By Utpal Borpujari
Honeydripper (USA, 2007); English; NDTV Lumiere-Excel Home Videos; Rs 499
“Honeydripper”, the 16th film by John Sayles, the uncompromising American director who has refused to bow to the studio system of Hollywood, is a quaint little film full of old-worldly charm meant for those who love their stories to be told at leisure.
Set in Harmony, a one-street town of mostly Black people in the 1950s Alabama, the film’s protagonist is Tyrone Purvis (Danny Glover), the owner of a lounge bar called the Honeydripper.
Of late Honeydripper has gone to the dumps, and Purvis, denied credit by suppliers and his landlord angry for not getting the rent, devises a plan to get Honeydripper back into shape – he invites Guitar Sam, a legendary guitarist. Do things turn out to be good, or does it bring back old demons?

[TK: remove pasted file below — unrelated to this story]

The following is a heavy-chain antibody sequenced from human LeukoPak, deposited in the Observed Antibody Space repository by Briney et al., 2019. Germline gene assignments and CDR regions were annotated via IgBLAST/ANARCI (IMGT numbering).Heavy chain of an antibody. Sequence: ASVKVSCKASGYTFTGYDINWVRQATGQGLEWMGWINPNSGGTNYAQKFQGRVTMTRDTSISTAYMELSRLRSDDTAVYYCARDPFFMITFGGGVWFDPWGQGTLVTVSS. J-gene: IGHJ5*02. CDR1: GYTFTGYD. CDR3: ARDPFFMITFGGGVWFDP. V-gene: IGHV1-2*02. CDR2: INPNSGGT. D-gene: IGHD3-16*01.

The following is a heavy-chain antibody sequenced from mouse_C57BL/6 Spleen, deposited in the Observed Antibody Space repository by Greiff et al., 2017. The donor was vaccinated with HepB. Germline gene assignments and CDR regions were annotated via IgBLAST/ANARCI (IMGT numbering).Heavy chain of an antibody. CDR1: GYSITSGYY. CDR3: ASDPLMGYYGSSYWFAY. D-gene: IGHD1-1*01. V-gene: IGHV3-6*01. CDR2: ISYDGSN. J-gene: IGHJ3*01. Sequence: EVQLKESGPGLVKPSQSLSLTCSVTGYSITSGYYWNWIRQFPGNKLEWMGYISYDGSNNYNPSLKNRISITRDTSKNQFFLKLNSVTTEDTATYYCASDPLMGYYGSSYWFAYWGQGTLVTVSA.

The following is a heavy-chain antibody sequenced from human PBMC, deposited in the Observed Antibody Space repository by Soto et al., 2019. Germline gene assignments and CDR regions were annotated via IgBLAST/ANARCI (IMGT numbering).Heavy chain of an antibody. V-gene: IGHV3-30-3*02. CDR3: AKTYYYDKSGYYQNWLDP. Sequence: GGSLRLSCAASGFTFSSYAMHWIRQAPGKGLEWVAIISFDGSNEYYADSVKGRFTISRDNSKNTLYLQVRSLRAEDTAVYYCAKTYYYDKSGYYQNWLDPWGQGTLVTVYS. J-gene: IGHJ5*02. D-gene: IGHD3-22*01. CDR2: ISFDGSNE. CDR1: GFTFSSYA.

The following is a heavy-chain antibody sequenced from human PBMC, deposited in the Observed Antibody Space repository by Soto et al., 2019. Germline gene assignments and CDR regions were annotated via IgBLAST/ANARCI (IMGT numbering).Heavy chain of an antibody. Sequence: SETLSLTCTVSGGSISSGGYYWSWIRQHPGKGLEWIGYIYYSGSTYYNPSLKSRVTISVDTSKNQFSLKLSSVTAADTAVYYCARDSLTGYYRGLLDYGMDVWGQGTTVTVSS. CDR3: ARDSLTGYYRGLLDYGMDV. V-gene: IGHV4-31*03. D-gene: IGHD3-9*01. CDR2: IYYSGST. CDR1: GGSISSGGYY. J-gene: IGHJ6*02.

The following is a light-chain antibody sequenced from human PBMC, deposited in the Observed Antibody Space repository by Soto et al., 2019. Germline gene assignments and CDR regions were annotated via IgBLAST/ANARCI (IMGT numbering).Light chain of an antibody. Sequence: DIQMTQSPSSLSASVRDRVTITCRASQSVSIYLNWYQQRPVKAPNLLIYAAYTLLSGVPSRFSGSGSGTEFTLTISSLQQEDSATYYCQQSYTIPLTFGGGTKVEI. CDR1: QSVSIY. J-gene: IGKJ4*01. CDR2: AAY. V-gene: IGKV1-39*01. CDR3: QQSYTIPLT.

An independent film in every sense despite the presence of a big Hollywood star like Glover, Honeydripper is an interesting peek into the lives of the Black community in the 1950s, made more interesting by the present times when the White House has acquired its first Black resident.
Jean de Florette (France, 1986); French with English & Hindi subtitles; Shemaroo World Cinema ; Rs 349
When Claude Berri passed away in January this year, the venerable Cannes Film Festival president Gilles Jacob rightly said that ‘French cinema is now an orphan’. Director-actor-producer-writer Berri hit international success with “Jean de Florette”, a sweeping tragedy and its sequel “Manon des Sources” establishing Gérard Depardieu, Daniel Auteuil and Emmanuelle Béart as international stars.
Winner of a number of international awards and based on a Marcel Pagnol story, this is the tale of greed, failed dreams and relationships set in southeast France in the mid 1920s.
With a stunning performance by Depardieu, this film could be the story of any farmer anywhere in the world whose attachment to his native soil is a virtually unbreakable. An epical film that will be cherished by all lovers of powerful cinema at its best.
A bonus feature is “Tuesday”, a short film by Vishal Gandhi, a student of Whistling Woods International film school of Subhash Ghai.